The faceting head provides controls to ensure precision of angle and rotation. The pavilion facets will normally be cut first starting with a coarse lap to “rough in” the facets and bring the pavilion culet to a nice regular point. At this stage the final size or width of the stone will be created by grinding the girdle facets.
Next each pavilion facet is then reworked with a finer lap to remove the deep scratches made by the coarse lap. For a pre-polish, a very fine lap may then be used to try to eliminate any scratching by the previous lap and to bring all the facets to good meets. Finally each pavilion facet will then be polished with a polishing lap. Some polishing
may be done to the girdle at this stage.Next we want to cut and polish “the crown”. But the crown part of the gem is stuck to the dop. We have to get the dop off the stone and stick the stone to another dop by its pavilion. This process is called “the transfer” and requires the use of a special alignment jig which keeps the two dops absolutely in line and ensures an accurate positioning of the stone so that crown and pavilion facets will remain aligned. We need to choose a suitably sized dop with a recess into which the pavilion will fit.
Cone dops are used for pavilions which come to a pointed culet, V dops for pavilions which have a keel such
as is seen in many rectangular or oval stones. We then use hot wax or glue to glue the dop to the pavilion.
The picture to the left shows a dopped stone with completed pavilion which has been fitted into the alignment channel of the upper block of a Facetron transfer jig.
This block slides accurately up and down on the two columns. The bottom block is fixed. The cone dop to receive the pavilion is clamped into the bottom block. Dopping wax is applied to the cone dop, the dop assembly is heated and the top block is slid down so that the pavilion of the stone enters the hot wax and seats accurately in the cone dop as in the second picture to the right.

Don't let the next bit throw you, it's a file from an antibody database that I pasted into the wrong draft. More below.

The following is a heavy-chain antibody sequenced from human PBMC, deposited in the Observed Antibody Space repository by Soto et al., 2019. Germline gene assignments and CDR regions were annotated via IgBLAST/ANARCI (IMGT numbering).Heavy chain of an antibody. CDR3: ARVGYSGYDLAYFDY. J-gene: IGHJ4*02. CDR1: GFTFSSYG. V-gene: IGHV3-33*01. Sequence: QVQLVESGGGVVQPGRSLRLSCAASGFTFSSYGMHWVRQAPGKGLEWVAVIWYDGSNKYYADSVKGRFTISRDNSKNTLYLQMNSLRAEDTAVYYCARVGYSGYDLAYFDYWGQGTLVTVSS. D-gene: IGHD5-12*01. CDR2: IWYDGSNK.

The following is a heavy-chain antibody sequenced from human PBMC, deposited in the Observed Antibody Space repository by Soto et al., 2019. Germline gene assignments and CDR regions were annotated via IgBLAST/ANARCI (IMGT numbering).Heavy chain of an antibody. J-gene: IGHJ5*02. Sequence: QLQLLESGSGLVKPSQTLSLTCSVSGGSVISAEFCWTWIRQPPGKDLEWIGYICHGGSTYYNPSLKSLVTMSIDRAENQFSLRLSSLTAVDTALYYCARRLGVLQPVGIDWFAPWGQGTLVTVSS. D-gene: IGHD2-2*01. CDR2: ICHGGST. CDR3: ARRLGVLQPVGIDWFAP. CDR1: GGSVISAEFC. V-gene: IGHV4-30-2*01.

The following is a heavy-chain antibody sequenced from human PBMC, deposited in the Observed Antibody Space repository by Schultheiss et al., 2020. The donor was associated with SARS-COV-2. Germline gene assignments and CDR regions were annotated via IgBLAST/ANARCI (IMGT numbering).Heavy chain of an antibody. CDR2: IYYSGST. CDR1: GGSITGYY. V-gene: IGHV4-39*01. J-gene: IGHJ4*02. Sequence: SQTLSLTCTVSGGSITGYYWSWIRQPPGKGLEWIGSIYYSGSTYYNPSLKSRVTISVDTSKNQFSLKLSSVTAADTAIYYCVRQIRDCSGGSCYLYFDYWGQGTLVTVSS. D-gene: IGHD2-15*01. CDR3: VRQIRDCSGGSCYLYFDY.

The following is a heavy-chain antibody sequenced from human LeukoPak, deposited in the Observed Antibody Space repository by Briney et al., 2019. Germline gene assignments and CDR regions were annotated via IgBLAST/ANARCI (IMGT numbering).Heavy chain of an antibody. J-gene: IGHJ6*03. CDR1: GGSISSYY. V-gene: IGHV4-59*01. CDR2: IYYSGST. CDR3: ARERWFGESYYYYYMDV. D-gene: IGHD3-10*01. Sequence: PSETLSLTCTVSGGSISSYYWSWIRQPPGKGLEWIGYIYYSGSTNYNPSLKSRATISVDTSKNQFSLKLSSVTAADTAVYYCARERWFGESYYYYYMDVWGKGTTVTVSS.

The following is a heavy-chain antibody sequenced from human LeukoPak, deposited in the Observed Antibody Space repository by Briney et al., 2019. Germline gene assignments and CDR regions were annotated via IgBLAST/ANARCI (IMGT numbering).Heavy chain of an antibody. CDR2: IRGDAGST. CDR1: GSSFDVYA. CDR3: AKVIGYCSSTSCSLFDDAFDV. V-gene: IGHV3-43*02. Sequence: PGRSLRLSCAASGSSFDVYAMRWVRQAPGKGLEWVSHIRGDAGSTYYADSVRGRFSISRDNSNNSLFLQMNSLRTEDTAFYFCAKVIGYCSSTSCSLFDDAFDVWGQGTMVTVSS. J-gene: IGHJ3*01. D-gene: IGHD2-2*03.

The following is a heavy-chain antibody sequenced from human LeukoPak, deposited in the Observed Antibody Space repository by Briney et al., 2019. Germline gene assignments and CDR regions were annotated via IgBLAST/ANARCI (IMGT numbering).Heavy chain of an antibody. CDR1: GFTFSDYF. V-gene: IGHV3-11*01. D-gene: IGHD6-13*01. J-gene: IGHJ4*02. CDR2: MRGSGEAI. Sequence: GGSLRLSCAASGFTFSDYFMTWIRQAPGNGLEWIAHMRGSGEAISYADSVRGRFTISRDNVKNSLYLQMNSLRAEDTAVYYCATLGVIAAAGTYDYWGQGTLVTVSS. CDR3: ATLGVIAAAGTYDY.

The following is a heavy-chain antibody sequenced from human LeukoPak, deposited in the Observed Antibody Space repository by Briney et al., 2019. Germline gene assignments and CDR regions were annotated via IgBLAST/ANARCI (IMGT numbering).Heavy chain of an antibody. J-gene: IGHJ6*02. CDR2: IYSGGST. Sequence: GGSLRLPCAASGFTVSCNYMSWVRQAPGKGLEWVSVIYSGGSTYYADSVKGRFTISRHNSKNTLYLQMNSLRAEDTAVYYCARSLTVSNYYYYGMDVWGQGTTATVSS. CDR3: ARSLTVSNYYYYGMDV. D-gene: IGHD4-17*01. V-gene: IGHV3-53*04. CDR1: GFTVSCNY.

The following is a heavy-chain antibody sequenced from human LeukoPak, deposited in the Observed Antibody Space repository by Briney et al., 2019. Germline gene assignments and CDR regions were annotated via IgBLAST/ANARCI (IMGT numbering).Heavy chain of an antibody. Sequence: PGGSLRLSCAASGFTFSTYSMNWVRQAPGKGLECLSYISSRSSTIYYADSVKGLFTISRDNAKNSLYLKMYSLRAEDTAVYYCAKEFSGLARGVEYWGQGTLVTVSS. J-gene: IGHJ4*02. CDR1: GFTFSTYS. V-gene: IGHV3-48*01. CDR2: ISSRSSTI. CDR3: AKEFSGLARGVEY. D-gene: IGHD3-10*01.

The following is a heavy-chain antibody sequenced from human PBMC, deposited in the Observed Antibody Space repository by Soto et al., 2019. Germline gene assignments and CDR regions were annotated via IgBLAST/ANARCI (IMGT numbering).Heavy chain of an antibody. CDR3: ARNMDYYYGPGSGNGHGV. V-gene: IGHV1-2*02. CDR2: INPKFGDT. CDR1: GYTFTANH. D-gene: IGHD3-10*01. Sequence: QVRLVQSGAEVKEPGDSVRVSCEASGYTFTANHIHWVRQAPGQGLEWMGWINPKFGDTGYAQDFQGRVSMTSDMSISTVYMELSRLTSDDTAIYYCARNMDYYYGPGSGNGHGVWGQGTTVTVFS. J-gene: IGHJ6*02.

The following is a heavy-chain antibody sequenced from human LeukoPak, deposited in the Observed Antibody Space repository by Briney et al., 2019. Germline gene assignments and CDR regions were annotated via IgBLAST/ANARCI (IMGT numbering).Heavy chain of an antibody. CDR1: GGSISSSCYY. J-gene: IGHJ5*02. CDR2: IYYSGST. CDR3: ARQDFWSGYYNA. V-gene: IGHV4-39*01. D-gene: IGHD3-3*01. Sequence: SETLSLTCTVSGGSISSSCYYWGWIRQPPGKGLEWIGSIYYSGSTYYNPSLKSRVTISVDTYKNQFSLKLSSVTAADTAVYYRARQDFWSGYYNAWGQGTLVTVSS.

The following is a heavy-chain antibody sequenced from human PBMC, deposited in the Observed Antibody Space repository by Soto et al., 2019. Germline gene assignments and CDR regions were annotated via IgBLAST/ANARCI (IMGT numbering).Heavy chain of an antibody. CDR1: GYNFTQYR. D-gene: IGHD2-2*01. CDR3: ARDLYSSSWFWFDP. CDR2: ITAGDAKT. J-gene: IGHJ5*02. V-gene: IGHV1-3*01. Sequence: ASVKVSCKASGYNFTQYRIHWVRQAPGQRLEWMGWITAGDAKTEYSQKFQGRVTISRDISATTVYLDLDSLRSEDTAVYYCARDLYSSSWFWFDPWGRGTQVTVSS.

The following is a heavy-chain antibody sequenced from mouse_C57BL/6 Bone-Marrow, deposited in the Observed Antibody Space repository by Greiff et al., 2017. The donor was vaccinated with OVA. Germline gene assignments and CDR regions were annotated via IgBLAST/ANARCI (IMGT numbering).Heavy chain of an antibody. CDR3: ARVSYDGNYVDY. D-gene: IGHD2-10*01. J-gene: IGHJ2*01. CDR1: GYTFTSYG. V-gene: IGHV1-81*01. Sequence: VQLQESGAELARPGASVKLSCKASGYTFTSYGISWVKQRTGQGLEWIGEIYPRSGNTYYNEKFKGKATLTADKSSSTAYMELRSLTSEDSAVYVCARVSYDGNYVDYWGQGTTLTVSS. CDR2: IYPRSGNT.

The jig is allowed to cool which fixes the stone.
Then the stone with both dops attached is removed from the jig. The original dop is then removed by heating the end of it slightly, to soften the wax, and gently working the dop clear without disturbing the newly dopped joint on the pavilion. Any excess wax is also removed from around the stone.
The transferred stone, on its new dop, is now replaced into the faceting head of the machine and the crown break facets, main facets and the star facets are then ground, in that order, then pre-polished and finally polished.
The cutting of the break facets also defines the final width of the girdle and it’s associated facets. These girdle facets, which have already been partially cut, are at 90 degs to the table. A width of 0.02 mm is generally accepted as the normal width for the girdle. Thicker than this and they tend to dominate the appearance of the finished stone, whilst less than this thickness means that there is insufficient material and strength left in the stone’s edge to allow for the claws of any future setting to which the stone may be subjected.
After the crown breaks, mains and star facets have been polished it is usual to then polish the girdle facets which were cut when the stone diameter was determined, immediately after cutting the pavilion main facets.
The final step in our project is to cut and polish the table, and this requires removing the dop from the quill, fitting the 45 deg dop holder (used when we calibrated the machine before cutting) and re-inserting the dop in this such that the dop will be vertical to the lap when the stone engages the lap, thus cutting a true table facet which is parallel to the girdle.
Once cut, the table is polished and the stone removed from the dop by gentle heating to soften the wax, then lovingly cleaned and washed in a soft soap detergent, rinsed and dried and then admired with true pride by the cutter — and hopefully by the lady to whom it will invariably pass!
Cutting is fun and very rewarding!